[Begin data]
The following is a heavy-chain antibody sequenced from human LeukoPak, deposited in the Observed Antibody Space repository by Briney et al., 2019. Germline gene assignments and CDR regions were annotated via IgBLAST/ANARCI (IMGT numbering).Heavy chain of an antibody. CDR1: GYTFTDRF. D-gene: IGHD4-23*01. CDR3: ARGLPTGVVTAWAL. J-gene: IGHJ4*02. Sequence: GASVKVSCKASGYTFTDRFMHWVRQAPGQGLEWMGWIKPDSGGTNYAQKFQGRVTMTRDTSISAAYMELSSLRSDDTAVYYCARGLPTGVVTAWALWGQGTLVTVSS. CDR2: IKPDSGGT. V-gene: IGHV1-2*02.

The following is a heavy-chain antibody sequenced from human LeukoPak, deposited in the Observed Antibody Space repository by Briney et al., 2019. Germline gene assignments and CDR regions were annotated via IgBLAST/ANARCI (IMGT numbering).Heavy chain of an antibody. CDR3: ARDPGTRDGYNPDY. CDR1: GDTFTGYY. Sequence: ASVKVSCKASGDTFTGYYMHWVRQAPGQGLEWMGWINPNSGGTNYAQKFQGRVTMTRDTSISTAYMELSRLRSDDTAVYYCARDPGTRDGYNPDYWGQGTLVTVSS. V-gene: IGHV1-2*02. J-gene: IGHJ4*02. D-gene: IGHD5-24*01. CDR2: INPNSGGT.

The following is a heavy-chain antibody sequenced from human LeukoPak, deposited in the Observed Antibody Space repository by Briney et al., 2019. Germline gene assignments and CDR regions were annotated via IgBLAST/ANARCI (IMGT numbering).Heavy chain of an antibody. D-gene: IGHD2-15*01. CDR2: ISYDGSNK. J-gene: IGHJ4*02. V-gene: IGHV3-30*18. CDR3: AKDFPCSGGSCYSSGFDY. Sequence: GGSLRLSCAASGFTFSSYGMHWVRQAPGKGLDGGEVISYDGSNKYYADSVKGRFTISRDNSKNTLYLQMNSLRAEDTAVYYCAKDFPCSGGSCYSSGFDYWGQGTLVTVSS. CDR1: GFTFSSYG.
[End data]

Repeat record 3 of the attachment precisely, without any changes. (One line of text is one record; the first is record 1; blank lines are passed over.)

The following is a heavy-chain antibody sequenced from human LeukoPak, deposited in the Observed Antibody Space repository by Briney et al., 2019. Germline gene assignments and CDR regions were annotated via IgBLAST/ANARCI (IMGT numbering).Heavy chain of an antibody. D-gene: IGHD2-15*01. CDR2: ISYDGSNK. J-gene: IGHJ4*02. V-gene: IGHV3-30*18. CDR3: AKDFPCSGGSCYSSGFDY. Sequence: GGSLRLSCAASGFTFSSYGMHWVRQAPGKGLDGGEVISYDGSNKYYADSVKGRFTISRDNSKNTLYLQMNSLRAEDTAVYYCAKDFPCSGGSCYSSGFDYWGQGTLVTVSS. CDR1: GFTFSSYG.